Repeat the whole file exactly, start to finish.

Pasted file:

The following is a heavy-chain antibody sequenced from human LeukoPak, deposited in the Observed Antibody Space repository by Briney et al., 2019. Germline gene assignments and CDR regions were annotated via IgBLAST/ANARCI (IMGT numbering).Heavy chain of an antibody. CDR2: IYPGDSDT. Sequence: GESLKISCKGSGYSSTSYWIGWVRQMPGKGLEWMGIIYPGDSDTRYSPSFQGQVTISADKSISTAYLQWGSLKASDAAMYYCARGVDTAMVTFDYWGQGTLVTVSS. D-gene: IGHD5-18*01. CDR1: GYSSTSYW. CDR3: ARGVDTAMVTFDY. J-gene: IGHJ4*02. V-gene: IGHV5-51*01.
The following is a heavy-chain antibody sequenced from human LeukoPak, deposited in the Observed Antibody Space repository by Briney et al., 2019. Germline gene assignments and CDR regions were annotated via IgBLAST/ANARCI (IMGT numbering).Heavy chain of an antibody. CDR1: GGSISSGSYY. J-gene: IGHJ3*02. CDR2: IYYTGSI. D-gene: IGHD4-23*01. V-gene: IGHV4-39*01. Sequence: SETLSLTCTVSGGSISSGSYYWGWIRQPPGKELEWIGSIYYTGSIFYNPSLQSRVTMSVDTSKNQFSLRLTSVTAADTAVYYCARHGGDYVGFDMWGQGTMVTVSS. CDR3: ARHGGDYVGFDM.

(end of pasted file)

The following is a heavy-chain antibody sequenced from human LeukoPak, deposited in the Observed Antibody Space repository by Briney et al., 2019. Germline gene assignments and CDR regions were annotated via IgBLAST/ANARCI (IMGT numbering).Heavy chain of an antibody. CDR2: IYPGDSDT. Sequence: GESLKISCKGSGYSSTSYWIGWVRQMPGKGLEWMGIIYPGDSDTRYSPSFQGQVTISADKSISTAYLQWGSLKASDAAMYYCARGVDTAMVTFDYWGQGTLVTVSS. D-gene: IGHD5-18*01. CDR1: GYSSTSYW. CDR3: ARGVDTAMVTFDY. J-gene: IGHJ4*02. V-gene: IGHV5-51*01.
The following is a heavy-chain antibody sequenced from human LeukoPak, deposited in the Observed Antibody Space repository by Briney et al., 2019. Germline gene assignments and CDR regions were annotated via IgBLAST/ANARCI (IMGT numbering).Heavy chain of an antibody. CDR1: GGSISSGSYY. J-gene: IGHJ3*02. CDR2: IYYTGSI. D-gene: IGHD4-23*01. V-gene: IGHV4-39*01. Sequence: SETLSLTCTVSGGSISSGSYYWGWIRQPPGKELEWIGSIYYTGSIFYNPSLQSRVTMSVDTSKNQFSLRLTSVTAADTAVYYCARHGGDYVGFDMWGQGTMVTVSS. CDR3: ARHGGDYVGFDM.